Headstrong, Part III: Second Thoughts About Multitasking

Doing lots of things at once was hailed as the key to getting ahead in the digital age. However, a spate of new studies has shown that multitasking isn't all it's been talked up to be.
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I've been posting here about my adventures with a brain tumor in 2007, the ways it has changed me and the importance of brain health for all of us. Talking about brain health is part of what comes with 50 being the new 30: We're all desperate to be young of brain, especially those who understand what happens when the brain dims even slightly. It's been top of mind for me, so to speak, because this is the third anniversary of my craniotomy. But it turns out I'm right in line with the zeitgeist. The new awareness of our brains' limits just keeps growing.

I'm talking about multitasking, supposedly the holy grail of the 21st century, the key to having it all. Doing lots of things at once was hailed as the key to getting ahead in the digital age, and the ability to juggle was one of the attributes that made boomers and Gen Xers fear (and admire) their millennial competitors in the workplace. Focusing on one project or activity at a time? You might as well use a phone that's tied to a wall.

And yet...

A spate of new studies has shown that multitasking isn't all it's been talked up to be. Technology has definitely changed our brains for the better, making us more efficient at finding information and giving some of us (those who play certain video games) better visual-acuity skills. But it has also changed us for the worse, making many of us addicted to the dopamine burst we get when we discover a new e-mail or tweet, and compulsively checking our "CrackBerry" (two, in my case) for the next hit. I literally have finger craves and feel as if a day away brings detox shakes (I've had a few addictions in my time, but all along the lines of Huckapoo shirts in junior high).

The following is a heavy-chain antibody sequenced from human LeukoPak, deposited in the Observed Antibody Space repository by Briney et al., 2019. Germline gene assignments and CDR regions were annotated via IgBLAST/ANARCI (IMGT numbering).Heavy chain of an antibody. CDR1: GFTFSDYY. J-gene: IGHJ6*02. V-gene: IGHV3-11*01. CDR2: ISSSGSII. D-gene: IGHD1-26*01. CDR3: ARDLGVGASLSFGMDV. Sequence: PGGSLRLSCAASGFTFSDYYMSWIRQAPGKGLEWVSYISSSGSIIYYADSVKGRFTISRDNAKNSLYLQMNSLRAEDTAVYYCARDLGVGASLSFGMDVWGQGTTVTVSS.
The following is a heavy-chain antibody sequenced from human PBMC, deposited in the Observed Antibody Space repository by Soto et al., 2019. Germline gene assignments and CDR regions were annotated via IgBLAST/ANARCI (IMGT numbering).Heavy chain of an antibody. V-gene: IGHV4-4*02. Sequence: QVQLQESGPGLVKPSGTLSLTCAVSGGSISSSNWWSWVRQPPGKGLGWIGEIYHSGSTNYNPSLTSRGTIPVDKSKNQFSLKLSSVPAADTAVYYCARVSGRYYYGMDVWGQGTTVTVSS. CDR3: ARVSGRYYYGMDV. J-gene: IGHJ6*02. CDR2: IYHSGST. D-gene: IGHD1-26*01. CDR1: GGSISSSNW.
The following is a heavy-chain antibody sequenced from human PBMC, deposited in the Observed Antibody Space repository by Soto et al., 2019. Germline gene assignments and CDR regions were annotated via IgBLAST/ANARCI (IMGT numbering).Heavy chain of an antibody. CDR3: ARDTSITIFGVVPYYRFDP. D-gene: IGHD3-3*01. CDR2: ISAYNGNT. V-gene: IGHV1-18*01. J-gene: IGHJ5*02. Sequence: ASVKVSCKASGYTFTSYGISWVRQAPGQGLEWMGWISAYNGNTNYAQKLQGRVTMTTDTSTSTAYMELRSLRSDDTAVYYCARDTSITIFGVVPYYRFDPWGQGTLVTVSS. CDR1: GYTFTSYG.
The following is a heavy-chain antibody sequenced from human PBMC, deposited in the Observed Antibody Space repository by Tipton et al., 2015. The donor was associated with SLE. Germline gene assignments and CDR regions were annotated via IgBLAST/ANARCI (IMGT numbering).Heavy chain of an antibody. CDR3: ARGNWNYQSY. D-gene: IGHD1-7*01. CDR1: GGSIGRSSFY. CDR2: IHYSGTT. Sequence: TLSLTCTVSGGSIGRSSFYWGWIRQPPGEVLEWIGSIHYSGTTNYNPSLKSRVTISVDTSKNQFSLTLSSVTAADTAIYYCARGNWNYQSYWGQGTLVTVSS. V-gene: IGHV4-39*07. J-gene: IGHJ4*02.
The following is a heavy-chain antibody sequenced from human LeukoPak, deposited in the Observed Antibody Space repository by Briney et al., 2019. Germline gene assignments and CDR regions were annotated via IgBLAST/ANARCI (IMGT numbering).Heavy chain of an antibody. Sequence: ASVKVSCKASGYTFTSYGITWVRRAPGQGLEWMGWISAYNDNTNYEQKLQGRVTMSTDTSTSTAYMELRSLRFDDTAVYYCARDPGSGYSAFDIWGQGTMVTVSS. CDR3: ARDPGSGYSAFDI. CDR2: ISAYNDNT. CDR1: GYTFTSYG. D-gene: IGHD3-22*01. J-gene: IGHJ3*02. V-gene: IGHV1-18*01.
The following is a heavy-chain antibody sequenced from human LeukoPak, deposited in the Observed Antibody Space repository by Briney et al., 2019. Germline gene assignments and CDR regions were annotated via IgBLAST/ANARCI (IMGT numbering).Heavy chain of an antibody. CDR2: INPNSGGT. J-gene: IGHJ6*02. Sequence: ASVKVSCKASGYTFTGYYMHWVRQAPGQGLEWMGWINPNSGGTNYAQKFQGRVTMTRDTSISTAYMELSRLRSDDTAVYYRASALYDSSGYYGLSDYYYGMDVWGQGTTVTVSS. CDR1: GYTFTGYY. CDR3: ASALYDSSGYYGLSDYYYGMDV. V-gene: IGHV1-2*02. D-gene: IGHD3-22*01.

In an article responding to some of these stories, The New York Times quoted Nora Volkow, director of the National Institute on Drug Abuse and, according to the Times, one of the world's leading brain scientists, as saying, "The technology is rewiring our brains." She compared what the paper called the "lure of digital stimulation" with things that are counterproductive in obsessive excess, such as food and sex.

People have been crying that the Internet has been destroying our attention span ever since it began. In a much buzzed-about post, New Yorker writer George Packer lamented the loss of his concentration:

Just about everyone I know complains about ... the loss of books ... The other day I had to reshelve two dozen books that my son had wantonly pulled down, most of them volumes from college days. I thumbed idly through a few urgently underlined pages of Kierkegaard's "Concluding Unscientific Postscript," a book that electrified me during my junior year, and began to experience something like the sensation middle-aged men have at the start of softball season, when they try sprinting to first base after a winter off. What a ridiculous effort it took! There's no way for readers to be online, surfing, e-mailing, posting, tweeting, reading tweets ... without paying a high price in available time, attention span, reading comprehension and experience of the immediately surrounding world.

Old-media dinosaur? Perhaps. But the science backs him up. As the Times reported, even people who say multitasking makes them feel productive and empowered are impaired: Research shows "[h]eavy multitaskers actually have more trouble focusing and shutting out irrelevant information, scientists say, and they experience more stress." A Stanford researcher found that heavy multitaskers performed poorly on a test measuring ability to filter out distractions and another test evaluating their skills at switching between tasks.